Cancer caused by merely inhaling an asbestos fibre is looming like an epidemic in developing countries, including India.
By Rashme Sehgal
White Asbestos, also known as chrysotile asbestos, is a proven carcinogen that kills 30 people each day in India. The WHO has found it to be so carcinogenic that it has calculated that over 100,000 people die from exposure to it every year. Late Environment Minister Anil Madhav Dave had spoken out against its use and had demanded it be phased out.
The first step towards phasing it out is to have chrysotile asbestos defined as a hazardous substance, as has already been done by the World Health Organisation, the International Labour Organization and 31 scientist-members of the United Nations Chemical Review Committee.
So while the Central and some state pollution control boards have declared it to be a hazardous substance, the Central government has shied away from banning this toxic material.
This conflicting stand was reflected at the all-important Conference of Parties to the Basel, Rotterdam and Stockholm conventions held earlier this month in Geneva. These three meets — the Basel Convention on the Control of Transboundary Movements of Hazardous Wastes and their Disposal, the Stockholm Convention on Persistent Organic Pollutants and the Rotterdam Convention on the Prior Informed Consent Procedure of Certain Hazardous Chemicals and Pesticides in International Trade — focus on protecting people from hazardous chemicals.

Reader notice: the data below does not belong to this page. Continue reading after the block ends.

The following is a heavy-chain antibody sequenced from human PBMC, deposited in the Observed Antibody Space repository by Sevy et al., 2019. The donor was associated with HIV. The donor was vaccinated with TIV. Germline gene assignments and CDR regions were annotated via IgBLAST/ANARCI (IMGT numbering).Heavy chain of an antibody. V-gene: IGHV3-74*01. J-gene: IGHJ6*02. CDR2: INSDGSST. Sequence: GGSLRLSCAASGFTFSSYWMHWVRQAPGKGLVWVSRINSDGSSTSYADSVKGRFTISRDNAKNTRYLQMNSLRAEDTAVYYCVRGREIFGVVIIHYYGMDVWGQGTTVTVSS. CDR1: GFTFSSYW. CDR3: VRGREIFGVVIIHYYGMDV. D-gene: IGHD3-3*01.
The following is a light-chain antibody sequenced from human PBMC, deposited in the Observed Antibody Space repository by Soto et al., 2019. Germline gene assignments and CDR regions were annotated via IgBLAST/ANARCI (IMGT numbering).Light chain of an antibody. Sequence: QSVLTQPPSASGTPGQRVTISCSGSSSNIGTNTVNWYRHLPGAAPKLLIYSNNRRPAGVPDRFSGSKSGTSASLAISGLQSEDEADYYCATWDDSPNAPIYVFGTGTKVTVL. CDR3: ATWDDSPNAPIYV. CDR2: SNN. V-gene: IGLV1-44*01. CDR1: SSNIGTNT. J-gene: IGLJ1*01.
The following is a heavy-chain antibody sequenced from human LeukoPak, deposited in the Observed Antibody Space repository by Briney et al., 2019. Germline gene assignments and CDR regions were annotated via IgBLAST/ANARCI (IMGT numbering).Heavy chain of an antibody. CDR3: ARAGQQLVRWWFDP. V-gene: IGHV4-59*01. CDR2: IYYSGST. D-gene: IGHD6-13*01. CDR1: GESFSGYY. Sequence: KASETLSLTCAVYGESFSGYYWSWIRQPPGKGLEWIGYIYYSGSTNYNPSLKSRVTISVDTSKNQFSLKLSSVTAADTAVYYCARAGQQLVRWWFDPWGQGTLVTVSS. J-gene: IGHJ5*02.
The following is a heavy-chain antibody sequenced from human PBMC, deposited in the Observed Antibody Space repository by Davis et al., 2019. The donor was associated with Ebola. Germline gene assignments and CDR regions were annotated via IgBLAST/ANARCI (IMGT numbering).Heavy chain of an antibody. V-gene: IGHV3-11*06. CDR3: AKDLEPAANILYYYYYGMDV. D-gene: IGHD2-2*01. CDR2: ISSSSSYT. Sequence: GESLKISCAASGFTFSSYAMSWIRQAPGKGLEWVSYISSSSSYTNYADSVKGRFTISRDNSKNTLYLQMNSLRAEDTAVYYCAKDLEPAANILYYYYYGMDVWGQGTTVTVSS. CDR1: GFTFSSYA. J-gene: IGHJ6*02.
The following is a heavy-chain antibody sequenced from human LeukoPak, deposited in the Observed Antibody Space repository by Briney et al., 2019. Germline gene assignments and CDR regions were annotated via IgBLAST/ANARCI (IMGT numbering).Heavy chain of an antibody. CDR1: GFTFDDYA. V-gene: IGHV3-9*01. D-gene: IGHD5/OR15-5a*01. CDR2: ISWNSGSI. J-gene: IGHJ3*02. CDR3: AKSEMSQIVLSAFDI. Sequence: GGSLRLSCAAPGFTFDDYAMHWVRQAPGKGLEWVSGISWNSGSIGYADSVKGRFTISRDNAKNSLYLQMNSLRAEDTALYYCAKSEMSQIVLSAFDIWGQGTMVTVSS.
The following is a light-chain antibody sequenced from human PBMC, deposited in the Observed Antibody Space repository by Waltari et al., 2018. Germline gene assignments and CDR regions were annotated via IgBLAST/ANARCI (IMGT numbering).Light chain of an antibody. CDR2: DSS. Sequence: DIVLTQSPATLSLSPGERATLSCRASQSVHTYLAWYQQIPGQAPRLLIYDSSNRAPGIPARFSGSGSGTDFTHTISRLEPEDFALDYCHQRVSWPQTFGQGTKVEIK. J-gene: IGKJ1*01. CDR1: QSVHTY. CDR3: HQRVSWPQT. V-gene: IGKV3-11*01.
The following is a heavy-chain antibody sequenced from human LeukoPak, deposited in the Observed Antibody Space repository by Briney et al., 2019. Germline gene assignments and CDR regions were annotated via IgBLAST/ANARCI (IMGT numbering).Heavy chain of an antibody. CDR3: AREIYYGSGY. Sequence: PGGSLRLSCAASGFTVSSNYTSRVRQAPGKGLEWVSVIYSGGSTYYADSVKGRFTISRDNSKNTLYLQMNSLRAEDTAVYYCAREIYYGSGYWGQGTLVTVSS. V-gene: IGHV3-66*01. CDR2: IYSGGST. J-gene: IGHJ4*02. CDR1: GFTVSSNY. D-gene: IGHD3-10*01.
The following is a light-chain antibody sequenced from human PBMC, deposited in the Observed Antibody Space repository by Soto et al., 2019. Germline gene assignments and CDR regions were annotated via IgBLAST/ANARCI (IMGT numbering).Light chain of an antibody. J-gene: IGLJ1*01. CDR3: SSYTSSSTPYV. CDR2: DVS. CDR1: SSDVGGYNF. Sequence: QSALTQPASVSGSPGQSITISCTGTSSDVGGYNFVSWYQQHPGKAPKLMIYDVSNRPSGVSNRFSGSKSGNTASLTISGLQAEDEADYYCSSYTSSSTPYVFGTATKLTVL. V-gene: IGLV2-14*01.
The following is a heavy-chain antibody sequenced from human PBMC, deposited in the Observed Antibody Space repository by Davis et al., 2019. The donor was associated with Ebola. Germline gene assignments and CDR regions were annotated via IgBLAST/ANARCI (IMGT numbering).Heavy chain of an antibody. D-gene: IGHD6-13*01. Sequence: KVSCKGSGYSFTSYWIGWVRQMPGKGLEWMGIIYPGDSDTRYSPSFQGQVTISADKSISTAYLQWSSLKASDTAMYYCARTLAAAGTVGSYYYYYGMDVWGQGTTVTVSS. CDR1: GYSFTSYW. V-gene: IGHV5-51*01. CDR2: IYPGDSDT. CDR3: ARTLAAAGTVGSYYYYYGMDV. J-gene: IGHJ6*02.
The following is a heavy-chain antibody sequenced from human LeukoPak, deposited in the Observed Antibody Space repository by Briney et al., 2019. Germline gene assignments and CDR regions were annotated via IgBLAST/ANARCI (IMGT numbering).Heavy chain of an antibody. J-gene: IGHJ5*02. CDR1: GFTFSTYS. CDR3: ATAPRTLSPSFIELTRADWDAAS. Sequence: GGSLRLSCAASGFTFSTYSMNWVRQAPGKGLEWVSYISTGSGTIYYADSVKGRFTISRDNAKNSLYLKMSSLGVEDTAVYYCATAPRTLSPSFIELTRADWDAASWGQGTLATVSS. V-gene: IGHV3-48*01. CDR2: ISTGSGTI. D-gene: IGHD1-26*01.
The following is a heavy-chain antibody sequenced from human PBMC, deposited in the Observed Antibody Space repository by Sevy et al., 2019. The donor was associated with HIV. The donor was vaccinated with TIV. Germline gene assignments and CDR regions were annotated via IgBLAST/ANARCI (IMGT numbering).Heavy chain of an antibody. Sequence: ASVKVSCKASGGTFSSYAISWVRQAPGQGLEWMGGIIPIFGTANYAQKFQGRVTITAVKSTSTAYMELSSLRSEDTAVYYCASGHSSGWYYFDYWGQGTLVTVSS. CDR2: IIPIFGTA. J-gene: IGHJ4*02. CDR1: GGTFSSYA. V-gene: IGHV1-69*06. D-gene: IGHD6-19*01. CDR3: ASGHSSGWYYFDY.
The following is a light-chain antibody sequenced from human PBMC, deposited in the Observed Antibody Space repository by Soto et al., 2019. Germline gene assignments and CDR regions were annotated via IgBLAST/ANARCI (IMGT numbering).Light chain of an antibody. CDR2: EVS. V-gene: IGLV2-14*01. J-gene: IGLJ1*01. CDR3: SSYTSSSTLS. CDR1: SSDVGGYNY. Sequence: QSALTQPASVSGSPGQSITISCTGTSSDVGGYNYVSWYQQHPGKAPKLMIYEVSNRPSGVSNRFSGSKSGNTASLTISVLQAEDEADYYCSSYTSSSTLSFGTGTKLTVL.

India’s has been a changing stand. In 2011, the Ministry of Environment had listed asbestos as a hazardous substance but today their stand remains ambivalent. This ambiguity is manifest amongst Indian representatives present in Geneva. While officials from the Ministry of Chemicals insist asbestos is not a toxic material, officials from the Ministry of Environment believe that asbestos should be put on the Prior Informed Consent List whereby exporting nations will have to seek consent from the importing country before they can send this material.
India is the largest importer of asbestos in the world and imports huge amounts of asbestos from Russia, Brazil, Kazakhstan and Zimbabwe. Officials of these countries are lobbying hard to insure this material does not get on the informed consent list. India’s neighbouring countries realise the danger of this material and Nepal is amongst 55 countries to have banned this toxic material in 2014 while Sri Lanka is in the process of phasing it out.
Sanjay Parikh, counsel for the Research Foundation for Science, Technology and Ecology, notes that India is “importing 1 lakh metric tonnes of toxic waste in India. This is a dangerous trend since asbestos waste is being left in open landfills, where it can pollute both the atmosphere and ground water”.
Realising the gravity of the situation, the previous United Progressive Alliance government had introduced The White Asbestos (Ban on Use and Import) Bill, 2009 in the Rajya Sabha, but in the end, little was done to convert the bill into a law. The BJP had also promised to phase out the use of this toxic material but so far they have not moved in this direction.
The little research done within the country serves to confirm the fears of activists and of the medical fraternity. A study by two researcher-doctors at Delhi’s Maulana Azad Medical College says that deaths from asbestos-related cancers could touch one million in developing nations by 2020. Dr Sanjay Chaturvedi, one of the co-authors of this report pointed out that even if a single fibre is inhaled, it is capable of causing mesothelioma (cancer of the protective layers of the lungs) and that has been proved by epidemiological, clinical and experimental studies.